However, since Russia alone accounted for more than 70 percent of the territory and more than 50 percent the of population of the USSR, it held its ground in terms of statist aura, imperial legacy and the paraphernalia associated with a nation-state. In other words, there was a relative non-violent end to the otherwise turbulent Cold War which saw many wars, armed conflicts and clashes as well as migrations and mayhem. Importantly, the transition from the USSR to Russia was also relatively peaceful. However, the socioeconomic implications of the Soviet collapse were long-term, affecting sections of populations in the Central Asian states and elsewhere.
Within Russia, the post-Gorbachev governing mechanism led by Boris Yeltsin had to seek foreign economic support. Moreover, foreign profit and private sector made inroads to Moscow too. This brought only mixed results. On one hand, capitalism got introduced into a communist society and economy and, on the other, the latter morphed into a sort of hybrid system of economic and societal management. The positive outcome of Yeltsin years was Russia’s engagement with the international institutions such as the WTO and the global Western powers. This provided a window to peep into the US-led world and the way it prevailed over the globe.
It might have depended on nationalist feeling in some circles in the Russian federation. If that’s the case, the rise of Vladimir Vladimirovich Putin can be contextualised vis-à-vis Russia’s desire to re-live the past in terms of global glory. Putin, who initially was considered Yeltsin’s right-hand man, maneuvered through the Russian political and bureaucratic stronghold and eventually controlled the political system.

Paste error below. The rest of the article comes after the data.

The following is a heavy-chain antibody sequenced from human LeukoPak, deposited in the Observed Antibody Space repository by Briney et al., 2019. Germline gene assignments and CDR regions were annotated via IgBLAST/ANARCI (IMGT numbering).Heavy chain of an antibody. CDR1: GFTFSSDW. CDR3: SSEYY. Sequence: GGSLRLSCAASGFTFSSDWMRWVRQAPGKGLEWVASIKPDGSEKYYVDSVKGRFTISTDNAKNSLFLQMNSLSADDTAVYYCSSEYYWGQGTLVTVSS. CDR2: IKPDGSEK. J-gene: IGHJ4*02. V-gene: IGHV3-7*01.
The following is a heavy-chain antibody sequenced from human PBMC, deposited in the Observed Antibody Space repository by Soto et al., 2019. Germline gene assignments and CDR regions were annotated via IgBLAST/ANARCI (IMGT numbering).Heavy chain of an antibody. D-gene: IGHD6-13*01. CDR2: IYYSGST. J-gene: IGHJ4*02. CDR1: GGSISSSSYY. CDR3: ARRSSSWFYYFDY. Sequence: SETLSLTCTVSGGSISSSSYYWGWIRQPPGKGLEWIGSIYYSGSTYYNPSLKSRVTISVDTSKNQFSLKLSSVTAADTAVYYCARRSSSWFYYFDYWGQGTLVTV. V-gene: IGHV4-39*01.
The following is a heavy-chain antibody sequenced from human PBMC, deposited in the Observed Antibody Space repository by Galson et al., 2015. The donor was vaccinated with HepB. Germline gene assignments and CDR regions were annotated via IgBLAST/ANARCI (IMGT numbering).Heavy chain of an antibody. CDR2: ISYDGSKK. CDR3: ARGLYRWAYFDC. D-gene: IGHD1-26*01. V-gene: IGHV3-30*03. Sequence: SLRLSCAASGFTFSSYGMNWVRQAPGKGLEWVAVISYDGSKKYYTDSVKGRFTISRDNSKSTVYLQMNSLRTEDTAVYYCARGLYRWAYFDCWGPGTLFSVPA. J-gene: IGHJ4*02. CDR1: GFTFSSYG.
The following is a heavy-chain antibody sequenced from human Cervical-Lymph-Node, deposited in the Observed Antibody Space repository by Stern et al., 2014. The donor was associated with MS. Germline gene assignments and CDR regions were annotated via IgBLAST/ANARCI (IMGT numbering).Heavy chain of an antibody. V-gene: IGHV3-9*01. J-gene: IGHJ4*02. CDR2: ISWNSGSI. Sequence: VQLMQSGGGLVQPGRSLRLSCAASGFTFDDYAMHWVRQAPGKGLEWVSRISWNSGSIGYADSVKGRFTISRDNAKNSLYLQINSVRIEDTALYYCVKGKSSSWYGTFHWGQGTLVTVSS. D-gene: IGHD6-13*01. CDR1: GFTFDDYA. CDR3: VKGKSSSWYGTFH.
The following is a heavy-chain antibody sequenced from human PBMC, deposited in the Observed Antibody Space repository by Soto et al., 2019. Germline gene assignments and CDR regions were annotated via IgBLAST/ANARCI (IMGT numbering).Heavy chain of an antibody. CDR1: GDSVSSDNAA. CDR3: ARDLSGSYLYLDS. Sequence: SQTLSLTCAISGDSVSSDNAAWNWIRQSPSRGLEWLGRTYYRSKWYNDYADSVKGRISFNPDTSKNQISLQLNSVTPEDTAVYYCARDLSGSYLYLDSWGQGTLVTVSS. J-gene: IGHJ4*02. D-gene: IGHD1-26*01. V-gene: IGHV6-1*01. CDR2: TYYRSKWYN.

Consequently, Russia adopted what generally is called state capitalism with a monopoly for the “oligarchs” – who are extremely influential figures economically as well as socio-politically. Putin has prolonged his stay in power by sharing perks with the Russian oligarchs who carry commercial interest in not only the Middle East but also East Europe and other important locations. Russia’s involvement in, for example, the Syrian and later Ukraine conflict can be seen from this angle too.
By countering capitalism through capitalism, Russia under Putin has emerged as a strong actor on regional, if not global, radar. With the ongoing war in Ukraine where the US and its allies are fighting a proxy war, the 20th Century Cold War playbook seems back in fashion. If power politics prevail over people’s priorities in Ukraine and rest of the (conflict) zones, this continuous Cold War will only worsen with deadly consequence for the marginalised communities, cultures and the climate.
The writer has a PhD in political science from Heidelberg University and a post-doc from UC-Berkeley. He is a DAAD, FDDI and Fulbright fellow and an associate professor at the Department of Social Sciences, Iqra University, Islamabad. He can be reached at email@example.com